Exhibit "A", the indictment and related papers of the Commonwealth of Kentucky against Charles Cameron, was read to the jury. The record expressly points out defendant was represented by counsel who argued his case to the jury.

Frank Meenach, a State's witness in the instant case, identified Cameron as the same man who had been convicted of the murder of his father in Kentucky.

Exhibit "B", the information and journal entry and mittimus of the Michigan Recorders Court of the city of Detroit in the case of People v. Charles Cameron, a/k/a Charles J. Long, was next read to the jury. The information charged defendant had committed the crimes of attempted breaking and entering and carrying a concealed weapon.

The record states that defendant "being fully advised as to his rights to trial by jury, hereby in open court and in the presence of the court, declares that he voluntarily wishes to waive and relinquish his right to a trial by jury and elects to be tried by the court * * * has signed a written declaration as required by statute * * * said waiver is now on file in this court. * * *

"* * * Defendant by leave of court withdraws his former plea of not guilty and pleads guilty to carrying concealed weapons, and the Judge of said court, after the required statutory examination, accept said plea of guilty as offered" (Emphasis supplied). Robert Steele testified for the State he was the arresting officer in the Michigan case referred to in exhibit "B" and defendant here was the man convicted and sentenced in the Michigan proceedings.

Before attempting to read to the jury either exhibits "C" or "D", the indictment, plea and entry of sentence and conviction in the two Ohio cases, the State called Richard Fee, a Davenport detective, as a witness. After the detective stated he had questioned Cameron in the Davenport detective bureau, he was asked what advice he had given defendant before attempting to question him. The detective then detailed the matters he included in warning defendant of his constitutional rights of counsel and his privilege against self-incrimination. The witness testified Cameron volunteered to reveal the prior convictions. At this point defendant's counsel objected to further testimony on the ground defendant had not been properly advised of his constitutional rights prior to questioning as enunciated in the Miranda decision, (Miranda v. Arizona, 384 U.S. 436, 86 S. Ct. 1602, 16 L. Ed. 2d 694, 10 A.L.R.3d 974), claiming there were five elements on which a defendant must be advised before evidence of his statements may be received.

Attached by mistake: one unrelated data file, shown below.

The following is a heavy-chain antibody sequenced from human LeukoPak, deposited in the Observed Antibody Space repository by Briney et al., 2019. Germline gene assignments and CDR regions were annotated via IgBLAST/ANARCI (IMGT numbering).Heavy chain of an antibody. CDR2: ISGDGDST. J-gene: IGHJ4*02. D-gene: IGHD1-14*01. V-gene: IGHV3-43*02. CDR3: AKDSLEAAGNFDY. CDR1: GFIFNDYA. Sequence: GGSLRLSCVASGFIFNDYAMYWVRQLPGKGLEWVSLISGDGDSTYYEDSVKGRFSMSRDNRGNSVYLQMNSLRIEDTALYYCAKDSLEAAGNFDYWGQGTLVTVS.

The court immediately excused the jury and took up defendant's objection with both counsel in chambers in defendant's presence with the court reporter making a transcript of the proceedings. This procedure was suggested in Jackson v. Denno, 378 U.S. 368, 84 S. Ct. 1774, 12 L. Ed. 2d 908, 1 A.L.R. 3d 1205, and approved by this court in State v. Holland, 258 Iowa 206, 214-215, 138 N.W.2d 86, 90-91.

In addition to the four elements we announced in State v. Sefcheck, Iowa, 157 N.W.2d 128, 134, as being required in warning defendant of these constitutional rights under the doctrine announced in *692 Miranda, supra, defendant contends a fifth essential element of a proper warning was missing, that is, a defendant in custody being interrogated must be advised he may stop answering questions anytime during the interrogation and merely by answering some questions he does not waive his right to refuse to answer any later questions. This contention is discussed in Camacho v. United States (9 Cir.), 407 F.2d 39, 41-42.

It must be conceded Fee did not so advise defendant when warning him of his constitutional rights.

In the initial hearing held in chambers to determine the admissibility of Fee's testimony, the State made an offer of proof of what it expected to show from his conversation with defendant. Defendant objected to the offer. Without passing directly on defendant's contention, the court excluded the witness' testimony on other grounds not material here. The State rested.

Exhibits "C" and "D", the two Ohio judgments, were neither read to nor taken by the jury when they retired to deliberate.

The court in its instructions withdrew from the jury's consideration the two Ohio convictions, telling them the State had failed to sustain its burden of proof on the identity issue.

II. Defendant does not appeal from his conviction of the primary charge of lewd and lascivious acts with a child. No question of procedure as to that charge is raised.

Defendant's appeal is solely from judgment following his conviction in the recidivist proceedings. He assigns one error, the State's action in introducing prior convictions in those proceedings constituted denial of due process. He urges two contentions in support of this assignment.

He maintains reading the entire information to the jury and then failing to produce credible evidence to support two of the alleged prior convictions deprived him of a fair trial and prejudice resulting could not be corrected by the court's instruction.

Of course, the trial court had excluded the testimony of Fee, whose testimony the State contends it anticipated using for identification of defendant as the same person who had been twice convicted in Ohio.